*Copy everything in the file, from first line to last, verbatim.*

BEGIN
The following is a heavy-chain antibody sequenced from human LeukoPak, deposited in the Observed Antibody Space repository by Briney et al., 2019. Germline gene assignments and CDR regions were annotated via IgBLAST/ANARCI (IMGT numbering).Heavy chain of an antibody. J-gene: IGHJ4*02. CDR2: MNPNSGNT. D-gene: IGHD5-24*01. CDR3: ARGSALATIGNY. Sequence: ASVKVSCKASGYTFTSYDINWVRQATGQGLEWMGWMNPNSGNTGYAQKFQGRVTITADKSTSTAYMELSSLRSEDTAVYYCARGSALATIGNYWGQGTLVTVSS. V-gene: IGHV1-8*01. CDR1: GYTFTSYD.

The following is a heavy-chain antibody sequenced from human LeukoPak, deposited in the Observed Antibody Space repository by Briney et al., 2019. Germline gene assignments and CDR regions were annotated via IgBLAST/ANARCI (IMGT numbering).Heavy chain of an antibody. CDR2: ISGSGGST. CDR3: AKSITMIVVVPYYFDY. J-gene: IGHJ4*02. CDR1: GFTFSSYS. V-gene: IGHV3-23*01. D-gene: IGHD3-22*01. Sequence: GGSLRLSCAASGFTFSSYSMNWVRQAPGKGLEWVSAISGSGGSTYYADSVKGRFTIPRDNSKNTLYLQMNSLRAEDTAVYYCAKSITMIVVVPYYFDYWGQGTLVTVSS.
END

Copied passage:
The following is a heavy-chain antibody sequenced from human LeukoPak, deposited in the Observed Antibody Space repository by Briney et al., 2019. Germline gene assignments and CDR regions were annotated via IgBLAST/ANARCI (IMGT numbering).Heavy chain of an antibody. J-gene: IGHJ4*02. CDR2: MNPNSGNT. D-gene: IGHD5-24*01. CDR3: ARGSALATIGNY. Sequence: ASVKVSCKASGYTFTSYDINWVRQATGQGLEWMGWMNPNSGNTGYAQKFQGRVTITADKSTSTAYMELSSLRSEDTAVYYCARGSALATIGNYWGQGTLVTVSS. V-gene: IGHV1-8*01. CDR1: GYTFTSYD.

The following is a heavy-chain antibody sequenced from human LeukoPak, deposited in the Observed Antibody Space repository by Briney et al., 2019. Germline gene assignments and CDR regions were annotated via IgBLAST/ANARCI (IMGT numbering).Heavy chain of an antibody. CDR2: ISGSGGST. CDR3: AKSITMIVVVPYYFDY. J-gene: IGHJ4*02. CDR1: GFTFSSYS. V-gene: IGHV3-23*01. D-gene: IGHD3-22*01. Sequence: GGSLRLSCAASGFTFSSYSMNWVRQAPGKGLEWVSAISGSGGSTYYADSVKGRFTIPRDNSKNTLYLQMNSLRAEDTAVYYCAKSITMIVVVPYYFDYWGQGTLVTVSS.